Political

Oregon: Eastern Residents Voted Against Legal Marijuana; Urge Tight Rein On Sales

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By Steve Elliott
Hemp News

Oregon voters last November chose to legalize marijuana. But some residents in the eastern part of the state still aren't ready to let go of prohibition.

Pendleton, an eastern Oregon town where the motto is "Let 'er buck" and the main attraction is the 105-year-old Pendleton Round-Up, may ban cannabis retailers from the city, reports Noelle Crombie at The Oregonian.

"When it comes to a lot of our laws, they are determined by a couple of counties and Portland," whined Pendleton Mayor Phillip Houk. "We are used to that, so what we have to do is buck up and figure out what we are going to do."

Among many in eastern Oregon, especially more rural areas of the state, the marijuana's reputation as a gateway to hard drugs, mental illness, family dysfunction and addiction still seems strong, The Oregonian reports.

The Oregon Liquor Control Commission on Thursday held the first of 10 statewide public forums as part of an effort to collect input from residents. The first two, in Baker City and Pendleton, attracted more than 200 residents from a mostly rural area.

"I am trying to picture what this is going to look like in our town," said John Day coucilwoman Lisa Weigum, 30, who drove 80 miles to attend the Baker City meeting.

Hawaii: State Capitol Flies Hemp Flag On Opening Day Of Legislative Session

HawaiiStateRepCynthiaThielenWithHempFlag

By Steve Elliott
Hemp News

Hawaii on Wednesday, the opening day of the 2015 legislative session, joined the U.S. Capitol and four other states in flying an American-grown, American-produced hemp flag.

GOP state Rep. Cynthia Thielen, who has long advocated for industrial hemp use, sponsored the flag-raising and borrowed a hemp flag from Colorado advocate Michael Bowman, reports Chad Blair at the Honolulu Civil Beat.

Bowman enlisted the help of a Colorado hemp farmer to make the flag, according to a press release from Thielen's office.

The flag has "a vintage feel to it which appears to be a nod to America's hemp growing founding fathers and the many original flags that were made of hemp," according to Thielen's office.

"This durable flag will be flying high," the state representative's office adds.

The University of Hawaii College of Tropical Agriculture and Human Resources is allowed to establish a two-year industrial hemp remediation and biofuel crop research program after last year's passage of Act 56 into law.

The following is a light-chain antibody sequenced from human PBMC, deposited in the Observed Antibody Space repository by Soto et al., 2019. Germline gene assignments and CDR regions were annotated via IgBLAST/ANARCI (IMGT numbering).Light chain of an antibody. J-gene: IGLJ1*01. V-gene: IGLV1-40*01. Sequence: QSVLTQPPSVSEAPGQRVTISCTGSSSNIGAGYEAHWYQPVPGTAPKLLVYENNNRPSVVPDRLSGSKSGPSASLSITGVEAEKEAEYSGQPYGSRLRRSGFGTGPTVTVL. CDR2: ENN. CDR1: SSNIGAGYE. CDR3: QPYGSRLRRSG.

The federal Agriculture Act of 2014 allows colleges and state departments of agriculture to conduct industrial hemp research, including cultivaiton.

The neighboring Hawaiian island of Maui "is slated to become the first island in the state with a home built using industrial hemp," reports the Maui News.

Photo: Rep. Cynthia Thielen and the hemp flag

U.S.: Obama Predicts More States Will Legalize Marijuana

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By Steve Elliott
Hemp News

President Barack Obama on Thursday said he expects more states to legalize marijuana.

In a YouTube interview, Obama discussed cannabis policy and the contrasts between federal and state law, reports Niraj Chokshi at The Washington Post. Four states (Colorado, Washington, Oregon and Alaska) plus the District of Columbia have now legalized marijuana.

“What you’re seeing now is Colorado, Washington through state referenda, they’re experimenting with legal marijuana,” Obama said in response to a question from Hank Green, who with his brother runs a YouTube channel with nearly 2.5 million subscribers.

“The position of my administration has been that we still have federal laws that classify marijuana as an illegal substance, but we’re not going to spend a lot of resources trying to turn back decisions that have been made at the state level on this issue,” Obama said, about 11 minutes into the video embedded below. “My suspicion is that you’re gonna see other states start looking at this.”

Indiana: Two Medical Marijuana Bills Filed In Legislature

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By Steve Elliott
Hemp News

Two Democratic lawmakers have filed bills that would allow the use of medical marijuana in Indiana, but neither measure is likely to make any progress in the Republican-controlled Legislature, according to observers.

Sen. Karen Tallian (D-Portage) and Rep. Sue Errington (D-Muncie) are sponsoring bills in the Indiana Senate and House, respectively, that would allow state residents to use cannabis for medicinal purposes with a doctor's authorization, reports the Associated Press.

Errington's House bill would allow patients with conditions including cancer, glaucoma, AIDS, hepatitis C, Crohn's disease or Alzheimer's disease to use marijuana for treatment.

Unfortunately, the bill has been assigned to the House Rules and Legislative Procedures Committee, where it's unlikely to get a hearing, according to Errington.

"Bills that go there usually don't come back out," Errington told The Star Press. "I would like it to at least get a hearing, so people could come and tell their stories -- patients and physicians and others."